Microbial electrolysis cells (MECs) are a new method for electrochemical hydrogen production at the cathode based on bacterial electrolysis of organic matter at the anode. The translation of laboratory findings to the field presents several challenges in terms of determining the suitability of wastewaters for treatment (pH, organic matter concentration, and conductivity), architectures needed (scalability of electrode designs, flow through the reactor), variability in conditions (temperature, flow, and composition of the wastewater, and gas evolution and capture. We report here on the first ever translation of laboratory studies to the field using MECs for recovery of energy as hydrogen gas from wastewaters. Several different agricultural wastewaters were first evaluated in the laboratory for electricity generation in a microbial fuel cell, and then they were used for current generation in an MEC. In order to examine the feasibility of the MEC process for an actual wastewater at a larger scale, chose one wastewater type, and we designed and built a 1000 liter pilot scale reactor. The reactor was deployed to a test site in the Napa Valley in California (Napa Wine Company, Oakville, CA). In this talk we will present our findings on the reactor tests begun in September, 2009.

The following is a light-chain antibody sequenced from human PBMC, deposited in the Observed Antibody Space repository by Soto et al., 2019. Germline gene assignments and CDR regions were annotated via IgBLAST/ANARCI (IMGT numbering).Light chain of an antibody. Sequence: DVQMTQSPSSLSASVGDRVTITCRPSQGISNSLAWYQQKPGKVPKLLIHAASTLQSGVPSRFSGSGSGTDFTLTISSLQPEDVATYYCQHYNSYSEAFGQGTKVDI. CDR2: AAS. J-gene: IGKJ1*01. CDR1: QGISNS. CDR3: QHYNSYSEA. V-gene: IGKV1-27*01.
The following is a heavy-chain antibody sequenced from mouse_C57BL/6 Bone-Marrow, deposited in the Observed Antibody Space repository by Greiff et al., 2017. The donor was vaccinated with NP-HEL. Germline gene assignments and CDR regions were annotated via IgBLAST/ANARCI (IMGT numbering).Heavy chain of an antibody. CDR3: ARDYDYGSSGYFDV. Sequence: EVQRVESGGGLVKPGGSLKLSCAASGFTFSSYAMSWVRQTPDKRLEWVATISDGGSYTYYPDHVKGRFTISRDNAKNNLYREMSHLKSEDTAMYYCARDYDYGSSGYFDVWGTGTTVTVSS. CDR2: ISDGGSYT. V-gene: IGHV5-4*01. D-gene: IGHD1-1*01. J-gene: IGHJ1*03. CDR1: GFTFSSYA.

|ACS National Meeting Book of Abstracts
|Published - 2010
All Science Journal Classification (ASJC) codes
- General Chemistry
- General Chemical Engineering